When Israel was reunited with his son Joseph in Egypt, he said, “Now let me die, since I have seen thy face, because thou art yet alive” (Genesis 46:30).
Many years later, a man named Simeon expressed a similar sentiment upon seeing the baby Jesus in the temple at Jerusalem. Simeon was a devout believer who had the companionship of the Holy Ghost. God had promised him that he would see the Messiah before he died. (See Luke 2:25-26.) When Mary and Joseph brought Jesus to the temple, Simeon recognized Him instantly. “Lord,” he said, “now lettest thou thy servant depart in peace, according to thy word: For mine eyes have seen thy salvation, Which thou hast prepared before the face of all people” (Luke 2:29-31). Simeon’s prayer is commonly known as the Nunc Dimittis, after the first two words of the prayer in Latin, meaning “now dismiss” or “now let [me] depart.”
Are you ready to die? That might seem like a morbid question, but it can also be an instructive one. You may not feel ready because there is something amiss in your life, something that requires repentance. The prophet Alma asked, “Could ye say, if ye were called to die at this time, within yourselves, that ye have been sufficiently humble? That your garments have been cleansed and made white through the blood of Christ, who will come to redeem his people from their sins?” (Alma 5:27).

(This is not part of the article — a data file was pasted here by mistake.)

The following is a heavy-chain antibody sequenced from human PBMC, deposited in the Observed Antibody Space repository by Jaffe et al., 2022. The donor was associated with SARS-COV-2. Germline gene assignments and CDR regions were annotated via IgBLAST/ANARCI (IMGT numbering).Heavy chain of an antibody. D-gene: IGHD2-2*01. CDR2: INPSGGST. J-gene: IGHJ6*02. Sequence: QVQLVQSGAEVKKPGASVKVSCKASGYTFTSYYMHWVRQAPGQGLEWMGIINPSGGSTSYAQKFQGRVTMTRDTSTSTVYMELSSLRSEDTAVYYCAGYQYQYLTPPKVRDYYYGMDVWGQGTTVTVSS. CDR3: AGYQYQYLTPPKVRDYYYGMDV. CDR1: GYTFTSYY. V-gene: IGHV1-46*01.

Or, like Simeon before he saw Jesus (and perhaps like Israel before his reunion with Joseph), you may simply feel that there is more to be done, that you haven’t yet completed your mortal journey. When Amulek expressed the fear that he and Alma would be killed in Ammonihah, Alma replied, “Be it according to the will of the Lord. But, behold, our work is not finished; therefore they burn us not” (Alma 14:13).
There is a serenity in knowing that our work is done, in being able to say to God, “I’ve done the work thou gavest me.” (See “Behold the Great Redeemer Die,” Hymns, 191.) Or to say with Paul, “I have fought a good fight, I have finished my course, I have kept the faith” (2 Timothy 4:7). But there is also a calm assurance in the sense that we have more to do and there will be time to do it. “Sufficient is the day unto the evil thereof” might also imply, “sufficient is the day unto the good thereof.” (See 3 Nephi 13:34 and my blog post about this verse.)
Today, I will remember Simeon’s quiet assurance as he lived by the guidance of the Holy Ghost. I will strive for readiness to be called home at any time, but I will also live with confidence that there will be enough time for me to do all that I need to do in this life.